In the Brad Stevens era, the Golden State Warriors have been the gold standard. Versatile players all over the floor, shooting at every position, and switching defenses are now the norm around the league. Teams have molded the future of their franchise in their image and maybe no more than in Boston.
However, this year could be different.
Let’s be real. It’s likely the Celtics will face Joel Embiid, Giannis Antetokounmpo, and Anthony Davis back-to-back-to-back in the playoffs if they want to raise Banner 18. Heading into the regular season, the center spot was not necessarily a position of weakness, but uncertainty. And now, with the rash of injuries, should the Celtics consider making moves with the prospect of facing the three of the best big men in the post-season?
On Wednesday night, Boston faced Dallas without Robert Williams and Vincent Poirier as options to defend Kristaps Porzingis. Both centers are out with long term injuries. Stevens opted to start Semi Ojeleye and mixed in coverages with Daniel Theis and Jaylen Brown on the Mavs’ power forward. Porzingis would finish with 23 & 13, but all things considered, the Celtics held him in check.
Last week, Theis and Enes Kanter tag teamed to actually outplay Embiid in a home loss to the Sixers. In two games against the Nuggets, they’ve largely let Nikola Jokic get his and instead, limited the damage from everybody else. It’s been a patchwork approach with even rookie Grant Williams and Marcus Smart stepping in at the 5 at the quarter mark of the regular season, but for the most part, it’s worked...for now.
The question that will linger until February’s deadline is whether or not the Celtics can battle the NBA’s best bigs in a seven-game series.
In their trade special last weekend, ESPN’s Adrian Wojnarowski and Zach Lowe reminded viewers that the last time Danny Ainge made a significant in-season trade was five years ago for Isaiah Thomas. Over the last four seasons, he’s Norman Dale’d the trade deadline, pushed his roster to mid-court, and said, “my team is on the floor.” Even with acquiring IT, it was more of an opportunistic move rather than helpful to the team’s immediate success. Thomas had proven to be a legit scorer in the NBA and still had two years left on his contract. The Celtics were 20-31 at the deadline and Ainge only gave up the expiring deal of Marcus Thornton and a protected first round pick. My sense is that unless something like that comes across his desk this season, he won’t make a deal.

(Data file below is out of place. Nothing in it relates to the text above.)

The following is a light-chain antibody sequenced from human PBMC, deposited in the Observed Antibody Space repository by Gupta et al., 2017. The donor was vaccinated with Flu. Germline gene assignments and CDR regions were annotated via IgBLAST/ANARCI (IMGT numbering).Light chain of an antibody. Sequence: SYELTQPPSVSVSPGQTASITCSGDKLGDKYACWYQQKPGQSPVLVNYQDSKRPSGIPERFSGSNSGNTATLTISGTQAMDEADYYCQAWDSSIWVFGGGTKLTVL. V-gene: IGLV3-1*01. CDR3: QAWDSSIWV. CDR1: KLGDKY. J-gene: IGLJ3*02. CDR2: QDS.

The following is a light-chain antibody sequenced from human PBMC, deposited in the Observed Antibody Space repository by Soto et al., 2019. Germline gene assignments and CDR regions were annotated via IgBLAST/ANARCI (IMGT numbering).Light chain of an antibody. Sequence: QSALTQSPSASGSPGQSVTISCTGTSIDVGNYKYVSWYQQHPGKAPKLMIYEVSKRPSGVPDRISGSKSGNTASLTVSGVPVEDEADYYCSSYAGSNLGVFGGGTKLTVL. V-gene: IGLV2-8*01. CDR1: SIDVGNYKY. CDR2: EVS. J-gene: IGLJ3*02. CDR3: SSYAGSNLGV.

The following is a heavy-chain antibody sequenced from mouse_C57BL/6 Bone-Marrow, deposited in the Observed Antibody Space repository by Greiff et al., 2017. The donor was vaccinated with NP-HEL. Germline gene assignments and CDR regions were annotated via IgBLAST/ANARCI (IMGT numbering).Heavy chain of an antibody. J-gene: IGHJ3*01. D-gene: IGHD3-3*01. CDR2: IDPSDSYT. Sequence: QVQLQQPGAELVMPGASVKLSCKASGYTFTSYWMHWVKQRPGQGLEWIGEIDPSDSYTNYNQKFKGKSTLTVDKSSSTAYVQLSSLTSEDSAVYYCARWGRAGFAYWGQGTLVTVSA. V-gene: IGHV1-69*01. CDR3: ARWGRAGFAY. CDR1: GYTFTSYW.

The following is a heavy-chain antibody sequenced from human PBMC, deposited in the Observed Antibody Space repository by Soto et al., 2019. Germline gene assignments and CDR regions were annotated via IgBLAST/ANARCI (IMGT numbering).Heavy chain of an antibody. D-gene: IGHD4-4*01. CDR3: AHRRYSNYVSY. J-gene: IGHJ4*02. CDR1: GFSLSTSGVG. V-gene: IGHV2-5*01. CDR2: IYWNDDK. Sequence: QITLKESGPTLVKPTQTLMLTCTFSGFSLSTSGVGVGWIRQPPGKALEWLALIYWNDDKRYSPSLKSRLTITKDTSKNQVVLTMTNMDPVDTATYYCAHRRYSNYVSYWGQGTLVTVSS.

Several Boston outlets including ours have constructed nibbling trade proposals for players like Nerlens Noel, Richaun Holmes, and Davis Bertans that could help around the edges, but nothing game-changing. The Celtics aren’t as asset-rich as they have been in the past, but they have enough to make a significant move.
Woj reported that the Celtics won’t trade any of their core wing players for help in the middle and went as far as to say that Robert Williams could be the long term answer at center.
“Right now with the three-headed monster they have at center — it’s better than anything that’s available to them in the marketplace,” Wojnarowski said. “Robert Williams has been a revelation in his second season. … Williams is a player that Boston, not just for the short term, but for the long term, has a chance to have great staying power at that center position.”
If that’s true, you can dismiss any thought about adding Steven Adams (who Woj suggested could be Boston bound) or LaMarcus Aldridge or Kevin Love. The Celtics are 18-7 on December 20th. They’re a good team. A very good team. They’ll limp into the new year with a home-heavy schedule and feed on bottom feeders for much of January. In the meantime, they’ll play to their strengths and counter and go small. Against bigger teams, they’ll bend and not break. Against bigger and the best teams will be a question mark, but so far, they’ve had all the answers.
For what it’s worth, the Celtics are 6th in the league at shots inside of six feet and 8th in frequency. They’re 9th in total blocks and 8th in defensive rating. Those are statistical measures usually related to a dominating paint presence. They may not have a traditional center in a season where the five spot could determine who is raising the Larry O’Brien in July, but like the Warriors (and the Spurs before them) changed the league, maybe this Boston team can do the same again.